This towering bus represents not just public transport in Sydney and Newcastle but also the romance, inconvenience and danger of travel and working life on the old double deckers. For many passengers, the views from the upper deck and the more relaxed ambience there made the awkward climb up the stairs worthwhile. For the conductor, negotiating the stairs many times a day on a lurching bus to collect fares was not easy. There was some danger involved in passengers running after a moving bus and jumping onto the open back platform. These isues were to be addressed in the later Leyland Atlantean buses, which dispensed with the open platform in favour of doors at the front and allowed for one-person operation, with passengers paying the driver at the time of entry.
It seems that roof seats appeared on top of single deck horse buses as a means of increasing capacity as early as 1845. The crowds attracted by the 1851 Great Exhibition in London stimulated the practice and the double deck bus was established. The idea spread to the Australian colonies and double deck trams and buses were introduced on some services in various cities. While single deck vehicles did predominate, buses with two decks remained popular in New South Wales until the 1960s and, with their distinctive half cab design, they became an icon of Sydney as the tramway system was replaced.
Leyland Atlantean double deckers were ordered in the late 1960s to supplement the Sydney government bus fleet, and these vehicles were placed in service between 1970 and 1972. However, several developments shortened their service history including the increasing pressure for one man bus operation, the emergence of single decker articulated buses and a relaxation of the maximum length of single deckers to 14.5 metres. The last Atlantean buses were phased out in May 1986, ending the era of double decker bus operation in Sydney.
Leyland Motors had its origins in 1896, when the Lancashire Steam Motor Company was formed in Leyland, Lancashire, England. The first Leyland bus, an 18 seater with a top speed of 8 miles per hour (13 km/h), is believed to have been built in 1900. In the years up to 1925, around 40 different models were introduced by Leyland Motors.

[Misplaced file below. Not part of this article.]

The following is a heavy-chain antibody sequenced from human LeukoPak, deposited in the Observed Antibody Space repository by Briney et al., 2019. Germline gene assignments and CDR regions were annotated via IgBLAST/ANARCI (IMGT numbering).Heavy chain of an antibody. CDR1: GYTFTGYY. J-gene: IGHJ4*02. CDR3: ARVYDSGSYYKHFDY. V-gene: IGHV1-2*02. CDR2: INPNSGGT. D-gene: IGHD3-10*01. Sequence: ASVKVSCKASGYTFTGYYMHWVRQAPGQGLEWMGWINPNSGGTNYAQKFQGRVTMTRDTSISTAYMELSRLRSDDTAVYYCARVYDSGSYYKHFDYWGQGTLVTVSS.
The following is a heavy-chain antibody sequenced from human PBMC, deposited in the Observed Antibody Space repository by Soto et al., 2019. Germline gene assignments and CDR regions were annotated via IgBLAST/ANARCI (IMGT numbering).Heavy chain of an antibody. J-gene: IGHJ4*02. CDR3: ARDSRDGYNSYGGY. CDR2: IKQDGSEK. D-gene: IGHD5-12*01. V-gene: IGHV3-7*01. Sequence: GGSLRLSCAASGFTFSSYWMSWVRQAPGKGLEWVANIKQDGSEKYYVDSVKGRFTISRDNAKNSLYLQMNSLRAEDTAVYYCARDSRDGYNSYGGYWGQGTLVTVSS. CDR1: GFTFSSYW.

This particular omnibus, No. 2769, is a type OPD2/1 with chassis number 511956. This indicates that it was the 1956th chassis manufactured by Leyland in England in 1951. The bus was placed into service on 4th February 1954; it operated in Sydney from Burwood, Willoughby, Randwick and Kingsgrove Depots until 1969 and in Newcastle from 1969 to 1975.
No.2769 was the last double decker bus used by the Public Transport Commission in Newcastle and made a special farewell trip through that city's main streets on 24th May 1975. At the conclusion of this journey it was driven to Sydney, carrying a busload of transport enthusiasts. On its return to Sydney it was placed into service at Burwood Depot, until finally withdrawn from service in March 1976.
Around 2,000 mechanically powered double deck buses have operated in Australia since 1905, most with British chassis and body designs following British practice. No. 2769 was the last of the old style built in Australia and represents the double deck bus in its basic form, with front mounted engine, and rear platform and staircase, usually requiring a two-person crew. The Leyland double deck bus holds a significant place in transport history and is a valued object in the Museum's transport collection.
Information supplied by Greg Travers
Lancashire Manufacturers, http://www.lanctransport.co.uk/builders/leyland.htm
Travers, Greg, 'From City to Suburb...a fifty year journey', The Sydney Tranway Museum, 1982